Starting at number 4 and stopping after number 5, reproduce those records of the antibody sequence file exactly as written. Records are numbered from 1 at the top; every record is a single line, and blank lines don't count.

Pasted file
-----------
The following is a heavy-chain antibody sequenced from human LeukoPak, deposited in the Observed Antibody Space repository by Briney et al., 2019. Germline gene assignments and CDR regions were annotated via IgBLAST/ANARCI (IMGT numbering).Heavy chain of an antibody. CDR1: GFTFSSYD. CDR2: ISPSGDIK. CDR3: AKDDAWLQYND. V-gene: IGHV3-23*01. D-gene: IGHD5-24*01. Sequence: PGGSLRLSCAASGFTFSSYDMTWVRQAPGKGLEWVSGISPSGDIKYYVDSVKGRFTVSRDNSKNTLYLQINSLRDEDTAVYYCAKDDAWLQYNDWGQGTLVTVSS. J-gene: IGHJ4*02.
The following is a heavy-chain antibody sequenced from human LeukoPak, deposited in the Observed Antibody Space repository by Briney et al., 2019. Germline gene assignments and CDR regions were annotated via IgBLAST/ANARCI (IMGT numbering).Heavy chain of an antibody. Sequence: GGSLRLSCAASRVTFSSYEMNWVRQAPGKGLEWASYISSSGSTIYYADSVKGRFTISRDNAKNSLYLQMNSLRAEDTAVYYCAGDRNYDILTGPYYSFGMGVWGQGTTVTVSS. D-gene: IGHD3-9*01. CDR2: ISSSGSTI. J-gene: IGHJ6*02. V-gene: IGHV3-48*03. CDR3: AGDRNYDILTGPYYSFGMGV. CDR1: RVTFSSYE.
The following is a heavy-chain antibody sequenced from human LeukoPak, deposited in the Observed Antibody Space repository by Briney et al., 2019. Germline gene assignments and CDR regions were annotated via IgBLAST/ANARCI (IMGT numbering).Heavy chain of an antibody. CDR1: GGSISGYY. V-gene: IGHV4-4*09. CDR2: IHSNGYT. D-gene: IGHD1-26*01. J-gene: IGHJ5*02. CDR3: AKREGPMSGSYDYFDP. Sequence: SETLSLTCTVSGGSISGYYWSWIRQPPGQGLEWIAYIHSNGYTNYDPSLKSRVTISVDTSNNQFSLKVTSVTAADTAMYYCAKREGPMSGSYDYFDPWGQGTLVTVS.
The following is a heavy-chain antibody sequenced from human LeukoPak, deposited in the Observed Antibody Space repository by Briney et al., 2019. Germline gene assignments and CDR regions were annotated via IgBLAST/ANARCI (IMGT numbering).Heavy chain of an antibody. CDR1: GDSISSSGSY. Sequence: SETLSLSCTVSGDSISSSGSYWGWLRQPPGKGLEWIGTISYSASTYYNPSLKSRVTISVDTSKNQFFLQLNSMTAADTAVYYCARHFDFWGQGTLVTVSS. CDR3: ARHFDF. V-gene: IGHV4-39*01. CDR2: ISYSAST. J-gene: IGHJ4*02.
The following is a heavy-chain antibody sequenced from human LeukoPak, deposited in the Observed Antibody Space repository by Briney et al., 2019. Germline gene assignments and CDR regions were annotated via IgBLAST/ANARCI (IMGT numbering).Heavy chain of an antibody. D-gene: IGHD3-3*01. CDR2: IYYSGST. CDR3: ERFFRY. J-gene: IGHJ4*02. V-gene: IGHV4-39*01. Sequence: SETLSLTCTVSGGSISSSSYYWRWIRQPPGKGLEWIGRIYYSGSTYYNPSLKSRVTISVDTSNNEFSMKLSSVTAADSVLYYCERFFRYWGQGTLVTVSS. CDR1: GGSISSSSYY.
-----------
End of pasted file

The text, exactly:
The following is a heavy-chain antibody sequenced from human LeukoPak, deposited in the Observed Antibody Space repository by Briney et al., 2019. Germline gene assignments and CDR regions were annotated via IgBLAST/ANARCI (IMGT numbering).Heavy chain of an antibody. CDR1: GDSISSSGSY. Sequence: SETLSLSCTVSGDSISSSGSYWGWLRQPPGKGLEWIGTISYSASTYYNPSLKSRVTISVDTSKNQFFLQLNSMTAADTAVYYCARHFDFWGQGTLVTVSS. CDR3: ARHFDF. V-gene: IGHV4-39*01. CDR2: ISYSAST. J-gene: IGHJ4*02.
The following is a heavy-chain antibody sequenced from human LeukoPak, deposited in the Observed Antibody Space repository by Briney et al., 2019. Germline gene assignments and CDR regions were annotated via IgBLAST/ANARCI (IMGT numbering).Heavy chain of an antibody. D-gene: IGHD3-3*01. CDR2: IYYSGST. CDR3: ERFFRY. J-gene: IGHJ4*02. V-gene: IGHV4-39*01. Sequence: SETLSLTCTVSGGSISSSSYYWRWIRQPPGKGLEWIGRIYYSGSTYYNPSLKSRVTISVDTSNNEFSMKLSSVTAADSVLYYCERFFRYWGQGTLVTVSS. CDR1: GGSISSSSYY.